Teacher Patrick Ryan used his recent Walter Hines Page Scholarship to look at how oracy can help teach citizenship and the benefits this brings
Since the UK’s recent introduction of ‘British Values’ into the national curriculum, I’ve become more and more interested in how other educational systems deliver their SMSC (spiritual, moral, social and cultural development) citizenship programmes, and how successful these programmes are in supporting schools in producing citizens empowered to play their part in society.
Thanks to the Walter Hines Page Scholarship, I have been able to explore the American approach to this on a research trip that took me from Boston to New Jersey, New York and onto Washington DC and finally Central Pennsylvania.
During my time I observed and spoke with a wide range of people including students, parents, teachers, education trade unions, education support organisations, local politicians, congressmen and senators.
SMSC and citizenship programmes are critical in supporting students holistically. Students are introduced to a wide range of subjects and topics such as disability awareness and civil rights that they may have not been exposed to previously in their lives. This gives them an insight into how other elements of society are viewed and treated by society as a whole, and how these issues directly relate and intersect with their own roles in the community.
With globalisation, multiculturalism and societal pressures ever increasing and impacting on young people, it is imperative that they are equipped with the critical skills and attributes to navigate through their teenage years and participate fully in society.
I was surprised to learn then that American schools are funded on a county by county basis within each state, and property tax raised from each county funds local schools. As such, schools in the more economically deprived areas receive less funding and therefore have less monies to support SMSC/citizenship programmes.
An outcome of this system is that states are free to select aspects of the programme that support their local and regional history and cultural identity, rather than following a nationally agreed curriculum as we have here in the UK. Because of this, states do not always teach the wider aspects that support students taking a more reasoned and informed position on these topics.
Of course, there are differences in how this subject is taught too, and I was particularly interested to note that, within the US education institutions I visited, oracy plays a far greater role in supporting students with their holistic needs than in the UK, where I feel it is an underappreciate and under-utilised tool. In America, oracy is viewed as important for many reasons: it helps students formulate their ideas into clear thought, and through the use of a well thought out rationale and accurate use of speech, it helps them articulate their point of view.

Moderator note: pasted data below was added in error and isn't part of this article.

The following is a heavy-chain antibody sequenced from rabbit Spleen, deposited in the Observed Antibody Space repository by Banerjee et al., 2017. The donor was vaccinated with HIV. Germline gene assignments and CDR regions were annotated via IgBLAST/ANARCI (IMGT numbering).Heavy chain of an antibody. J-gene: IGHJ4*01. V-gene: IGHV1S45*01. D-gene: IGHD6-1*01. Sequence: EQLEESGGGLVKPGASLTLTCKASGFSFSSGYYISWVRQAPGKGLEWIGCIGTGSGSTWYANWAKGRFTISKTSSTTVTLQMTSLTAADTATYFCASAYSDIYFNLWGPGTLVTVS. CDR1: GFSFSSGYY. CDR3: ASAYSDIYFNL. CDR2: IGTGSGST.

I observed this being used especially effectively in ‘restorative circles’ – small groups where the objective was to discuss, debate and resolve disagreements and conflict in a more holistic manner and within a safe and secure environment. The teacher acted as facilitator and students were invited to participate, but could abstain if they desired.
After the lesson, I had the opportunity to ask students about this approach to resolving conflict and the response was highly positive. All felt it gave them a platform to share and voice conflicting opinions in order to try and find common agreements on matters that divided them and appreciated having a structure that does not allow further escalation or conflict.
As such, it was clear to me that oracy not only builds confidence through the process of speaking publically, it also allows students to calmly and effectively resolve conflicts, a skill that will surely support them throughout their adult lives.
Are you a teaching professional wishing to undertake research in the US? Applications for the Walter Hines Page Scholarship are now open, find out more here.